RICH DEAVER BLOG POST
"JOURNALISM AND THE LAW"
UPDATED POST 4/19/2010
THE ISSUE: Is it constitutional to limit a companies donation and is it a violation of free speech?
Recently the Supream Court stuck down McCain Feingold. Essentially the action by the court now allows cooperations to donate limitlessly to campaigns. Before it was not unusual for a large company like GE or AIG, in the world of politics to hide, launder or channel money to a candidate through other sources.
This was because it was illegal for large companies to flood money to one candidate or the other. This would, in theory present an unfair advantage to the candidates; and it is usually the one who raises the most money who wins.
The legal issue here with the 2002 McCain Feingold act is it limits free speech. It was argued that First Amendment’s most basic free speech principle — that the government has no business regulating political speech.
The court ruled on a very divided 5-4 vote and the dissenters opinion given by Justice Stevens said the majority had committed a grave error in treating corporate speech the same as that of human beings. Eight of the justices did agree that Congress can require corporations to disclose their spending and to run disclaimers with their advertisements, at least in the absence of proof of threats or reprisals.that allowing corporate money to flood the political marketplace would corrupt democracy.
The majority's opinion stated “If the First Amendment has any force,” Justice Kennedy wrote for the majority, which included the four members of the court’s conservative wing, “it prohibits Congress from fining or jailing citizens, or associations of citizens, for simply engaging in political speech.”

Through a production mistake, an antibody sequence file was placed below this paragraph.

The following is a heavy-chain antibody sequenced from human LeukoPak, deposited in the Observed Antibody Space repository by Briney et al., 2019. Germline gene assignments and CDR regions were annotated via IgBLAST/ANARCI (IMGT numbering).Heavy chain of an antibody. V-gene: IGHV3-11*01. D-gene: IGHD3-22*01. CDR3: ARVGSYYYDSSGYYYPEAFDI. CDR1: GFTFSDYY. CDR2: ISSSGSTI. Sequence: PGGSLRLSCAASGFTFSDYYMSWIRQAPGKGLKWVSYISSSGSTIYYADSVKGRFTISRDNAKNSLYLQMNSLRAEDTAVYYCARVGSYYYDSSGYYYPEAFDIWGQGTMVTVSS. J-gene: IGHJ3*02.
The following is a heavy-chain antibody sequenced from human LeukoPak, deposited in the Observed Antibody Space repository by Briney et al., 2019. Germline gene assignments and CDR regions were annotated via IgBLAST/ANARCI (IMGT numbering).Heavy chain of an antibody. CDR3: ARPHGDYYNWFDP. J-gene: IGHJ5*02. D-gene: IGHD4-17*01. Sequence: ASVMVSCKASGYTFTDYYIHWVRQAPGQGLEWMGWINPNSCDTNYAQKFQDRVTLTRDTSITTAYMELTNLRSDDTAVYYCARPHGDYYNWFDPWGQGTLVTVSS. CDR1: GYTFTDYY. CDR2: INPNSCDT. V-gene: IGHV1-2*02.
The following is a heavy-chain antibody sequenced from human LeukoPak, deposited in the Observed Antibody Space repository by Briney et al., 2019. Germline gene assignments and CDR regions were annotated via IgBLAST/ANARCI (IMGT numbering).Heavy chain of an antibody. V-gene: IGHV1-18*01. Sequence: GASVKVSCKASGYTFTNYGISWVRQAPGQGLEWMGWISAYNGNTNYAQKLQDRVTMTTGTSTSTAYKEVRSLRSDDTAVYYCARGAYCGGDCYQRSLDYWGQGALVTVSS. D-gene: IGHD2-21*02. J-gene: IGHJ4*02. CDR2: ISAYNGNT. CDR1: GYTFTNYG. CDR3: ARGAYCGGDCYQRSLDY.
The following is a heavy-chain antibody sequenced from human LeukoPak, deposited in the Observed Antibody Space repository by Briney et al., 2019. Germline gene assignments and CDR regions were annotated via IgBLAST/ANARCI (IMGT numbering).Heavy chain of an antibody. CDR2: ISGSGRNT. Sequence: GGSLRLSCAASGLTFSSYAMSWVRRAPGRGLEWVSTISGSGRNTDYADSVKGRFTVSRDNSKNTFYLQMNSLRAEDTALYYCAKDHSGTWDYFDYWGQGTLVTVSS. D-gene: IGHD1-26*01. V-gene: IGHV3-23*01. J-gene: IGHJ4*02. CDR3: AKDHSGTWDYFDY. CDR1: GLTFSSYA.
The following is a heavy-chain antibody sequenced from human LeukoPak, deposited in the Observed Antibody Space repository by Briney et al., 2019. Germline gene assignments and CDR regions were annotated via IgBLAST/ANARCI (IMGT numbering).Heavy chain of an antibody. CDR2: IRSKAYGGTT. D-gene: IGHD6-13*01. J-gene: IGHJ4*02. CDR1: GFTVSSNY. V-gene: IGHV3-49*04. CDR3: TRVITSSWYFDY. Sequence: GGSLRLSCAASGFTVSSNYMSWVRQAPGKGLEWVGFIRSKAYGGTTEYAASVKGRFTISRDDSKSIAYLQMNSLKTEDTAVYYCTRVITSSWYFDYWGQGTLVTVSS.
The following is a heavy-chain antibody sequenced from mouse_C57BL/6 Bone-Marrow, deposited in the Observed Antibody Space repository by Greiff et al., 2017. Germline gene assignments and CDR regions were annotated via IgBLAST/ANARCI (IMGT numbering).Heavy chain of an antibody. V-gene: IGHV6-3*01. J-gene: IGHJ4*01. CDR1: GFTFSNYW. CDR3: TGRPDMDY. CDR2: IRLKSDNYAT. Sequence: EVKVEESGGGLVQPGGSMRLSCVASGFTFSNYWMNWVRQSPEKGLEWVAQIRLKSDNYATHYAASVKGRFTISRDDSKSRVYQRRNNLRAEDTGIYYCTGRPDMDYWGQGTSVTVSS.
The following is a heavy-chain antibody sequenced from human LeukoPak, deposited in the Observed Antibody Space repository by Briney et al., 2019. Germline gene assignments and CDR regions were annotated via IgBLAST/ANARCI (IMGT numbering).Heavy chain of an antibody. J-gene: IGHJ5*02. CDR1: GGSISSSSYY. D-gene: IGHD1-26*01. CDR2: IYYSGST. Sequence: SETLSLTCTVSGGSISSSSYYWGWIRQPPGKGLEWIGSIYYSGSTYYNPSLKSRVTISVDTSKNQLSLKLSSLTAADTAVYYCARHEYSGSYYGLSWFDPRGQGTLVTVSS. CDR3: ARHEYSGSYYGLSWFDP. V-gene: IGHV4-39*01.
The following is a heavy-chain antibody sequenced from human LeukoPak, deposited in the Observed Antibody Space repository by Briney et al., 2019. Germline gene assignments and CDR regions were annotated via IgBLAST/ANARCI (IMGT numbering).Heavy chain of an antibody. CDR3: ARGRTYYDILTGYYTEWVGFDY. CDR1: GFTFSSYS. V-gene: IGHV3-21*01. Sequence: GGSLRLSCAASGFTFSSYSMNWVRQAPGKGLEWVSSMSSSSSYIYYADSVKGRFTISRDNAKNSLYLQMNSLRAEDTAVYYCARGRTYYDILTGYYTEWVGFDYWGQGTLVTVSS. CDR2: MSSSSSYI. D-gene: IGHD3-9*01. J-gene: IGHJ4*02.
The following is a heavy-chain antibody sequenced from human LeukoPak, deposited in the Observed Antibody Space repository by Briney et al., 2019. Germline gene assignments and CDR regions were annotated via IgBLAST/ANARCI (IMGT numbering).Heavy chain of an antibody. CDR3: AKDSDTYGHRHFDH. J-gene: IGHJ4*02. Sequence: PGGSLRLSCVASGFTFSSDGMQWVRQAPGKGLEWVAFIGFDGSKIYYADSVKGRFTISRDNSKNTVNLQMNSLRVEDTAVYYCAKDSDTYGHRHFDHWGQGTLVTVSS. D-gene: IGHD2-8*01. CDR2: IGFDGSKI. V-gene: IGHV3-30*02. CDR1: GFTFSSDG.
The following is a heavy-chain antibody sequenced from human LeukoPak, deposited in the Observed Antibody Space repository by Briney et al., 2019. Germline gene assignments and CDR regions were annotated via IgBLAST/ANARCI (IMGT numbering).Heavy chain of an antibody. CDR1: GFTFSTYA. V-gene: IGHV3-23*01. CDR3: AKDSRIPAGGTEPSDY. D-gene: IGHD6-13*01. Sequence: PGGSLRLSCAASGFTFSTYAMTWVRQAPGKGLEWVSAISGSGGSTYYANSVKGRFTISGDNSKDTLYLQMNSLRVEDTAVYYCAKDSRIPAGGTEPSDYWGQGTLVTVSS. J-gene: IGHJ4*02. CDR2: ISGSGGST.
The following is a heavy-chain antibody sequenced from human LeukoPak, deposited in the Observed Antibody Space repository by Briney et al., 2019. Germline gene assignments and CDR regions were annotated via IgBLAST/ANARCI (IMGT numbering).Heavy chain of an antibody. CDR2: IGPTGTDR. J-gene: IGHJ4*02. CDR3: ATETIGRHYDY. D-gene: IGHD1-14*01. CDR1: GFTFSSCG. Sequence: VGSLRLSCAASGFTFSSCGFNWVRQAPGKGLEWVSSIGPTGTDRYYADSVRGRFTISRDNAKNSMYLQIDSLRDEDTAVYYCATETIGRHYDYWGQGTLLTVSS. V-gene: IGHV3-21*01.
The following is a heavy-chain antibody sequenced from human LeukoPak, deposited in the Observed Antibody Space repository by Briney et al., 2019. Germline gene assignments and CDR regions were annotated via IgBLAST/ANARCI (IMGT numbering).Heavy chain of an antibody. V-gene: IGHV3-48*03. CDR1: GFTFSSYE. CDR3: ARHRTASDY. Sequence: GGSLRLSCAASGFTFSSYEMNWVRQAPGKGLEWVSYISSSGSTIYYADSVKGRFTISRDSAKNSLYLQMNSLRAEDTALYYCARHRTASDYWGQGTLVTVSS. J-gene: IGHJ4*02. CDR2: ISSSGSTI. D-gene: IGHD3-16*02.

From a completely legal standpoint this was a correct decision. It is unconstitutional for the government to limit Political or any form of free speech as per the first amendment. the argument is however that this was going on anyway in the form of soft money contributions and PA C's.
"The ruling, Citizens United v. Federal Election Commission, No. 08-205, overruled two precedents: Austin v. Michigan Chamber of Commerce, a 1990 decision that upheld restrictions on corporate spending to support or oppose political candidates, and McConnell v. Federal Election Commission, a 2003 decision that upheld the part of the Bipartisan Campaign Reform Act of 2002 that restricted campaign spending by corporations and unions."
(New York Times)
RICHARD R DEAVER JR.
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